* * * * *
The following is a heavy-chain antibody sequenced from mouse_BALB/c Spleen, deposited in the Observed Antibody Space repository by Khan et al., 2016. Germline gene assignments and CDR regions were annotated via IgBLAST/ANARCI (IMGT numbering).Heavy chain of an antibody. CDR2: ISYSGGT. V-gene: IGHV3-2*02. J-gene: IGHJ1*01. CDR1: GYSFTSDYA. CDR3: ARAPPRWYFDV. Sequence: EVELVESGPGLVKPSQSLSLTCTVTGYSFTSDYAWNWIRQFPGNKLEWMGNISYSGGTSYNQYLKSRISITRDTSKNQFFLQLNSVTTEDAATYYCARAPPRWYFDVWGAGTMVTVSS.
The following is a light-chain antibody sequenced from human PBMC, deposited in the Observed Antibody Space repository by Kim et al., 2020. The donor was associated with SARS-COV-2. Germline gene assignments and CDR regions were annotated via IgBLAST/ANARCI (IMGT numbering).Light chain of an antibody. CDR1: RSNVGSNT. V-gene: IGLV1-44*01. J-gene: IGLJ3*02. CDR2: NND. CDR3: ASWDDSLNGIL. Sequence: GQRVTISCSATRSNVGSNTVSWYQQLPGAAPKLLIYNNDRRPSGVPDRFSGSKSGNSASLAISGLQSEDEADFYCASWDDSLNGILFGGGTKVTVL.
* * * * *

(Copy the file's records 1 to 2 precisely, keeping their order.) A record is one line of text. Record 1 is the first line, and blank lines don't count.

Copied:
The following is a heavy-chain antibody sequenced from mouse_BALB/c Spleen, deposited in the Observed Antibody Space repository by Khan et al., 2016. Germline gene assignments and CDR regions were annotated via IgBLAST/ANARCI (IMGT numbering).Heavy chain of an antibody. CDR2: ISYSGGT. V-gene: IGHV3-2*02. J-gene: IGHJ1*01. CDR1: GYSFTSDYA. CDR3: ARAPPRWYFDV. Sequence: EVELVESGPGLVKPSQSLSLTCTVTGYSFTSDYAWNWIRQFPGNKLEWMGNISYSGGTSYNQYLKSRISITRDTSKNQFFLQLNSVTTEDAATYYCARAPPRWYFDVWGAGTMVTVSS.
The following is a light-chain antibody sequenced from human PBMC, deposited in the Observed Antibody Space repository by Kim et al., 2020. The donor was associated with SARS-COV-2. Germline gene assignments and CDR regions were annotated via IgBLAST/ANARCI (IMGT numbering).Light chain of an antibody. CDR1: RSNVGSNT. V-gene: IGLV1-44*01. J-gene: IGLJ3*02. CDR2: NND. CDR3: ASWDDSLNGIL. Sequence: GQRVTISCSATRSNVGSNTVSWYQQLPGAAPKLLIYNNDRRPSGVPDRFSGSKSGNSASLAISGLQSEDEADFYCASWDDSLNGILFGGGTKVTVL.